Home > Social Anxiety > Sometimes, there’s hope

Sometimes, there’s hope

Most of the time, when it comes to me and social stuff, I feel completely hopeless. It’s hard to remember the last time I made a real, genuine face-to-face friend that I see outside of work. Even at work, I tend to be very isolated; I find it hard to make even the kinds of very loose friendships that you find among coworkers. So when someone makes a kind gesture, it means a lot to me. Small things can be really big things. Anyone out there reading this who doesn’t have this kind of social problem? Make a gesture like this!

One thing that I’ve always hated at work is lunch. I watch everyone else head off with friends, while I sit alone at my desk. And eventually, I run off and grab something and bring it back to my desk, and eat alone, sort of pretending like that’s what I really want to do. What else can I do? I can’t just invite myself to join people.

People in my group recently starting going to lunch as a group. And one guy just invited me to come. Once I said yes once, I’ve been invited every day. It’s a small thing, and it’s stupid that it means so much. But it does. It’s one tiny bit of inclusion, one little time when I’m not feeling so much like an outsider. And that’s an awfully nice thing.

Categories: Social Anxiety Tags: , ,
  1. AnxiousButConnecting
    August 15, 2010 at 4:06 am

    Hey Disconnected Geek,

    I followed a link to your blog and thought I would chime in. Just wanted to let you know that you really aren’t alone on this. I can see that you want to have a different life and that you are willing to be introspective on why your anxiety has developed to this degree.

    May I make a suggestion?

    Seriously, go get a therapist. A good one. Get one that feels right in your gut (and keep looking till you find someone who you feel safe with). I don’t know if medication is right for you (that’s between you and your doctor), but I have struggled with “stuck-in-my-room” “can’t-even-get-up-to-get-dressed” depression and anxiety and I am doing MUCH better. It has taken years of therapy, radical changes to my life to get rid of the things (and people) who were causing me trouble and an overall commitment to listening to my body and emotions. It has been a whole lot of work but my anxiety is basically in remission.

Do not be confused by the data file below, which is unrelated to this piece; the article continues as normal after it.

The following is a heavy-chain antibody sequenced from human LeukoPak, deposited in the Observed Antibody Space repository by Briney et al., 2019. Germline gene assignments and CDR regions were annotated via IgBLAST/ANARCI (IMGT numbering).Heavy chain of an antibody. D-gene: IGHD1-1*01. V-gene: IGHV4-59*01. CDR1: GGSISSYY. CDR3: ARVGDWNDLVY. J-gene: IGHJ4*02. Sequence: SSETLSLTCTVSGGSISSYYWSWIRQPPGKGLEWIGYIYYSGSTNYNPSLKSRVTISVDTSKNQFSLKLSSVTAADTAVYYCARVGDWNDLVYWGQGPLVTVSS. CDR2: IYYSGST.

That doesn’t mean that I don’t get anxious anymore, but I have more control over it and most of all, I notice when something is upsetting me long before I have to get to the point where I shut down to keep myself safe.

    It’s a long road, but if you are willing to think about this all so much and blog about it, then maybe you are ready to start getting help. Reach out. This is what therapists are for. There is no shame in asking for help. You are dealing with a chemical disability (emotions are chemical in nature, but you probably know that). Seeing a doctor for this is no more weak or shameful than seeing a doctor and taking medication for high blood pressure or psoriasis. Our bodies are complex machines and our psychology is just an aspect of our health that is a little more challenging to conceptualize as a manifest thing. But it is. Emotions are chemistry and we can get stuck in the physical patterns we create in our brains through our actions, reactions and choices. Therapists can help you change those patterns and find out why you put them there in the first place.

    So yeah. Go get help. Heal yourself. Become a happier person (and in turn, a better dad and friend). Trust me. If I can find my way out, so can you.

    • August 15, 2010 at 11:18 am

      I do have a very good therapist.

      I’m fortunate to have a really wonderful internist. She’s teaching faculty at a major medical center, and she is absolutely amazing at tracking down the best referrals for her patients. When I finally spoke to her about this (or, to be honest, wrote her an email, because there’s no way I could have actually talked to her about it), she spent almost two weeks talking to people to find someone that she thought would be a good match for me. And as usual, she was dead-on.

      In terms of medication – I’ve gone through my own bout with depression, and I’m already taking an antidepressant. I’ve learned to not buy in to the whole anti-psychiatric drugs stigma. I really wish that my problem were something simply chemical – that I could take a pill that would fix the chemistry, and then I’d be normal. But unfortunately, that’s just not the way things are. (This isn’t the first time that I’ve tried to get treatment; last time, it was with the psychiatrist that i saw for my depression, and he took the medication approach. That doesn’t help if, as in my case, the problem is in your thoughts, rather than in your chemistry.)

  2. August 15, 2010 at 10:40 am

    I thought that maybe a t-shirt saying I’m not an arrogant bitch, I just don’t know what to say to you would be a decent idea. A better thing happened to me. I knit, I knit a lot, I knit at the lectures and it’s up to the people to ask what I’m doing.

    • August 15, 2010 at 11:21 am

      Yeah, I’ve felt like that too. Unfortunately, when you’re afraid of social contact, and you avoid it, a lot of normal folks interpret it as you being snotty, like you’re too good for them. That’s what a lot of people have thought of me. The fear of contact is so hard for normal folks to understand – they just don’t even seem to imagine that that’s a possibility. Once you get past normal shyness, into the kind of world that I live in, your experiences seem to be almost unimaginable to people outside.

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